CH: Stoichiometry


Stoichiometry is a fundamental concept in chemistry that deals with calculating the quantities of reactants and products involved in a chemical reaction.

To perform stoichiometric calculations, you typically start with a balanced chemical equation, which shows the identities of the reactants and products, as well as the relative number of moles or molecules of each. The coefficients in the balanced equation represent the stoichiometric ratios between the substances involved.

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Stoichiometry allows you to answer various types of questions, such as:

  1. Determining the amount of product formed from a given amount of reactant or finding the amount of reactant required to produce a certain amount of product. By using the stoichiometric ratios in the balanced equation, you can calculate the number of moles or grams of product that will be produced, or you can determine the quantity of reactant needed to obtain a desired amount of product. Watch this video for a great tutorial.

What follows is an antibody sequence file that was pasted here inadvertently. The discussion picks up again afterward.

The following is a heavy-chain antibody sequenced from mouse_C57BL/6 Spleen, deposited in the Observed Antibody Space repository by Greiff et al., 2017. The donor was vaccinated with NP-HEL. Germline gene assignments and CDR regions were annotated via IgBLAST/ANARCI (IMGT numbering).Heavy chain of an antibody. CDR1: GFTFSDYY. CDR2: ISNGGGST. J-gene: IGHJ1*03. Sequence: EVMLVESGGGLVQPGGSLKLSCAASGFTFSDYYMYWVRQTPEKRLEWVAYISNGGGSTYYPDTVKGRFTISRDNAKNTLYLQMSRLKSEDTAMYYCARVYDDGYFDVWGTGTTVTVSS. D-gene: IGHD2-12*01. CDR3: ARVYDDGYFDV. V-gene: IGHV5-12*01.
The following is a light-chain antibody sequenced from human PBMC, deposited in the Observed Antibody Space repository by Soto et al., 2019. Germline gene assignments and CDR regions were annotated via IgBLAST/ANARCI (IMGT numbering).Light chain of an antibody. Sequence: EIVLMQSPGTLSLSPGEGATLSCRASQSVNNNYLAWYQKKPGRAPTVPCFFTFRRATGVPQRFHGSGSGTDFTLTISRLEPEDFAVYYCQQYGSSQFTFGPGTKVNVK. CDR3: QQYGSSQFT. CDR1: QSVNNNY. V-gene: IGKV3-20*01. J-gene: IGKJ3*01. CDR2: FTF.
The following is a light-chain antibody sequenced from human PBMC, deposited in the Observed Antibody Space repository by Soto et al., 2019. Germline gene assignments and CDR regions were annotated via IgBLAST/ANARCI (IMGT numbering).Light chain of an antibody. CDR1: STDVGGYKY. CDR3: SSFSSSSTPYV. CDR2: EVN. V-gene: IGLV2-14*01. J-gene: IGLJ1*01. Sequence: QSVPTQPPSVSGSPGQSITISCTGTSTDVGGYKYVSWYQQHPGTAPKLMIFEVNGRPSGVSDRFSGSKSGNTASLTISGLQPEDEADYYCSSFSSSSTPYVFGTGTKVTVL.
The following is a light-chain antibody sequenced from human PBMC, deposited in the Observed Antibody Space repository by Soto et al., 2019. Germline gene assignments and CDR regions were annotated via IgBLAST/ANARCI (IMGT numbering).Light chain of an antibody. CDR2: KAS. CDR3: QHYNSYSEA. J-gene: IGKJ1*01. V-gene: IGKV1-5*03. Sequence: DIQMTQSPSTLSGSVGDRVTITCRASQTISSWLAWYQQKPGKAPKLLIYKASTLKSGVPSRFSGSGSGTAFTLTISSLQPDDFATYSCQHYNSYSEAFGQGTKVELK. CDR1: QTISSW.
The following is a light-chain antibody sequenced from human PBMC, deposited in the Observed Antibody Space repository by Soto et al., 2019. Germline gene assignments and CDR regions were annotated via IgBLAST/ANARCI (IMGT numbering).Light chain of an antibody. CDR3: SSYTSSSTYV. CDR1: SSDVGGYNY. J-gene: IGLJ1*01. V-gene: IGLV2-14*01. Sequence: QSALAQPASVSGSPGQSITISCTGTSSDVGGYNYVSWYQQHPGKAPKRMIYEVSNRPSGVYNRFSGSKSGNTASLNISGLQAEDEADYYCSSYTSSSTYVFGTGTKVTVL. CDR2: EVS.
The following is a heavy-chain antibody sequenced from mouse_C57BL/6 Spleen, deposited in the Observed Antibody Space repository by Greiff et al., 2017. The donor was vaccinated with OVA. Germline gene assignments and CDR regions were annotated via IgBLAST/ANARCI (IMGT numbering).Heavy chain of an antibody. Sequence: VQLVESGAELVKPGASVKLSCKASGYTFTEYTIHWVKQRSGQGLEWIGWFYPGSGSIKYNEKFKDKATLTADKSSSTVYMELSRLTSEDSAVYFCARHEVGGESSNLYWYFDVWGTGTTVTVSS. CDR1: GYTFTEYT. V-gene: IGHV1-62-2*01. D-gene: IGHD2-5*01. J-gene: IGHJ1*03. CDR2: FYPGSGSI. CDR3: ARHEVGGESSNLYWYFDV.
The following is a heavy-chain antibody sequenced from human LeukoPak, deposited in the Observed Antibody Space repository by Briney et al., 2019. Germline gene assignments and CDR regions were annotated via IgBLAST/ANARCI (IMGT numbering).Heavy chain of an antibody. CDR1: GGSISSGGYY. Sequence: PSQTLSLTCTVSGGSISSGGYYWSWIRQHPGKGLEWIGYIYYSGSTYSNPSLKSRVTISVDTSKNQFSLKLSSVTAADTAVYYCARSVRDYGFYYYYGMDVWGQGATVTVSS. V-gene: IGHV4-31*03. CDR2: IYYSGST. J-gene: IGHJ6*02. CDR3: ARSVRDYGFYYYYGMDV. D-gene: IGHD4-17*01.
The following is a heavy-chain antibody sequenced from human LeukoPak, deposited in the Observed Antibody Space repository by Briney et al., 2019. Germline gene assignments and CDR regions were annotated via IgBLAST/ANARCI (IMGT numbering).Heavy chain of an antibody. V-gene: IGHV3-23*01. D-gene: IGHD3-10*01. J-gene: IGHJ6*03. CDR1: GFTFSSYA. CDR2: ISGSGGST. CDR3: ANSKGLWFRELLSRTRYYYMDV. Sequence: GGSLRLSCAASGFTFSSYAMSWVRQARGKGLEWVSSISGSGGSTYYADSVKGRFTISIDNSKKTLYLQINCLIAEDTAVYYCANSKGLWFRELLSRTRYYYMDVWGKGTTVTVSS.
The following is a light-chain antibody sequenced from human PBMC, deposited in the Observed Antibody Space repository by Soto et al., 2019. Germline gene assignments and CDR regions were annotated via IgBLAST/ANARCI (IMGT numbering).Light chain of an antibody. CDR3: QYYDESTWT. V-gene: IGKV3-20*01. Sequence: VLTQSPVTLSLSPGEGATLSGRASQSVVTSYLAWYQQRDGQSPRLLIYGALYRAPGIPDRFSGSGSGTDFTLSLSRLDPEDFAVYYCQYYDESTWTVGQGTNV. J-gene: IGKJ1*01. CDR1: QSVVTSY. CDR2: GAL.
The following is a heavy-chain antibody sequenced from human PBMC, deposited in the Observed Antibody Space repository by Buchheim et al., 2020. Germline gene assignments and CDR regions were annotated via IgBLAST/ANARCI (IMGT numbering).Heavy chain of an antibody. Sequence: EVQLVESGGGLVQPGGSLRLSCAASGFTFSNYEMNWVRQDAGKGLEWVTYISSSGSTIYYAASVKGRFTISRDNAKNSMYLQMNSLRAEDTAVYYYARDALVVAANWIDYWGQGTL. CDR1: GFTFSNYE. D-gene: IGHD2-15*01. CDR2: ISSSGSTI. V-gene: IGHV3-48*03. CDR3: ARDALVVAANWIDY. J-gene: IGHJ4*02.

2. Predicting the limiting reactant: The limiting reactant is the substance that is completely consumed in a reaction, limiting the amount of product that can be formed. Stoichiometry helps identify which reactant is in limited supply by comparing the amounts of each reactant and their stoichiometric ratios.
  3. Estimating percent yield: The percent yield is a measure of the efficiency of a chemical reaction and represents the actual yield (the amount of product obtained experimentally) compared to the theoretical yield (the maximum amount of product calculated using stoichiometry).

The formula to calculate % Yield is as follows:

% 𝒀𝒊𝒆𝒍𝒅 = (𝑨𝒄𝒕𝒖𝒂𝒍 𝒀𝒊𝒆𝒍𝒅 / 𝑻𝒉𝒆𝒐𝒓𝒆𝒕𝒊𝒄𝒂𝒍 𝒀𝒊𝒆𝒍𝒅) 𝒙 𝟏𝟎𝟎%

(Percent yield equals actual yield, divided by theoretical yield, and then multiplied by 100%)

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